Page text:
Interview by Shanshan WU | SDGs to Reorient Internationalisation

About the interviewer:

Shanshan WU majored in E-Commerce at Donghua University. She is currently studying for her second degree in Finance at the East China Normal University. She has great enthusiasm in environmental protection, women’s empowerment, climate change and other public welfare undertakings. At present, she serves as executive chairman of Lean In College, and is responsible for managing the affairs of nearly 100 college associations in China. Shanshan is a member of the Chinese Youth Delegation to the 24th UN Climate Change Conference. At the same time, she also works with her team on the topic of ‘Exploration of Sustainable Waste Classification and Recycling Mechanism in Chinese Colleges and Universities’.

About the Respondent: Xiaoran Peng, the former president of the Student Union of Donghua University. He studied finance for his Master in England last year, which made him know well about the education system in China and England.

In the document approved by the State Council and transmitted by the State Council to the State Education Commission named Some Interim Provisions on the Work of Overseas Students[1], the principle of sending students and visiting scholars to study abroad in China is mentioned as “dispatching students and visiting scholars on demand, guaranteeing the quality and consistency of their studies, strengthening the management and education of overseas students, and striving to create conditions for them to return to study for practical use”. When asked about the impact of this policy on sustainable development education, Peng answered, “Deploying students or scholars to study abroad or exchange according to China’s actual needs will help to cultivate the nationalized vision of students and scholars and enhance the internationalization of higher education.”The state will also provide financial support to students and scholars to ensure that they have sufficient funds to study and live during their studies and visits. “Of course, it’s also very important for the country to select foreign students and visiting scholars,”Peng added.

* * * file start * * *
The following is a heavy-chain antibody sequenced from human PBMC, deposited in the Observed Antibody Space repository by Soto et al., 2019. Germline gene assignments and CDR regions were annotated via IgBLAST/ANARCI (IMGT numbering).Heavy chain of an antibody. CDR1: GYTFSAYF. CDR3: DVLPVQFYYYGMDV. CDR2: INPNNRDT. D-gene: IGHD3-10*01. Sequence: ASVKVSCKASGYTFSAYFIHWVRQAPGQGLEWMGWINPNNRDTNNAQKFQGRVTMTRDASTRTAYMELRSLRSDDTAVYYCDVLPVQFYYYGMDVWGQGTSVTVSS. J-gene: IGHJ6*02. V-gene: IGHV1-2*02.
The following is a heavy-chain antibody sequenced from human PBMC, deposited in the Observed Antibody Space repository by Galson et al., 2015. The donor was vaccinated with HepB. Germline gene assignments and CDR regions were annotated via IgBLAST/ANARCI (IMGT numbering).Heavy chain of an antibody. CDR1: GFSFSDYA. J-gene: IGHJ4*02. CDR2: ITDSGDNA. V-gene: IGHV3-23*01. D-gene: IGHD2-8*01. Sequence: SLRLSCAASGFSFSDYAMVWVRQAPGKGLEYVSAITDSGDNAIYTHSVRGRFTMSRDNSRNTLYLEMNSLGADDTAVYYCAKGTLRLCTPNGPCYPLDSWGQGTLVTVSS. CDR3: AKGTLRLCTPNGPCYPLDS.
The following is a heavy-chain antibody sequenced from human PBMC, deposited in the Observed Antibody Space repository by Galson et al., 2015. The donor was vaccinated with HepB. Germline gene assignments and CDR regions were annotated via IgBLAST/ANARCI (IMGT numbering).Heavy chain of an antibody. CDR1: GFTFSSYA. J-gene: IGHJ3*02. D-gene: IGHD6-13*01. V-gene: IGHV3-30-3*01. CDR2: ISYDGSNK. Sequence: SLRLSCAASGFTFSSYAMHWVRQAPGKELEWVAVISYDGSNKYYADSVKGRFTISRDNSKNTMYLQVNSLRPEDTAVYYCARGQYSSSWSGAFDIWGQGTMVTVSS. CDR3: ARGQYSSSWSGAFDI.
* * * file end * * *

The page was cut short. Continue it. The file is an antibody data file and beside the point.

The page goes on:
In addition to the dispatch of students and scholars, the Ministry of Education of China has also made efforts to introduce international students. According to the China Education Statistics Year book [2], the number of freshmen enrolled in Chinese universities rose from 61,000 in 2005 to 111,000 in 2014, an increase of 82%. In contrast, the number of domestic college students enrolled in the same period rose from 5.4 million to 6.98 million annually, an increase of 38%. According to the annual data released by the Ministry of Education, if all kinds of foreign students are added up, their stock has risen from 290,000 in 2011 to 440,000 in 2016, while the number of institutions of higher learning receiving foreign students has increased from 660 to 829. China has become the largest destination for studying abroad in Asia. Peng also expressed his views about this phenomenon: “On the one hand, this measure has improved the level of nationalization of universities, Chinese students can contact students from all over the world, which is conducive to thinking collision and cultural exchanges; on the other hand, Chinese universities still need to practice in selecting standard international students. At present, Chinese universities adopt different standards for selecting international and domestic students. How to ensure the relative fairness of Education under the double standards still needs to be explored in the future.”

The experience learned from this interview has given me a great inspiration and a deeper understanding of the internationalization of higher education in China, especially concerning international exchanges. Sharing educational resources between countries and international exchanges between students and scholars are of great help to the nationalization of universities. However, the selection criteria of students and scholars need to be constantly improved in the future so as to better realize the sustainable development of higher education.

 

References:

Some Interim Provisions on the Work of Overseas Students

http://www.gov.cn/zhengce/content/2012-09/21/content_6092.htm

China Education Statistics Yearbook

http://www.nianjianku.com/diqu/china/3301.html

 

Download Interview

Close Menu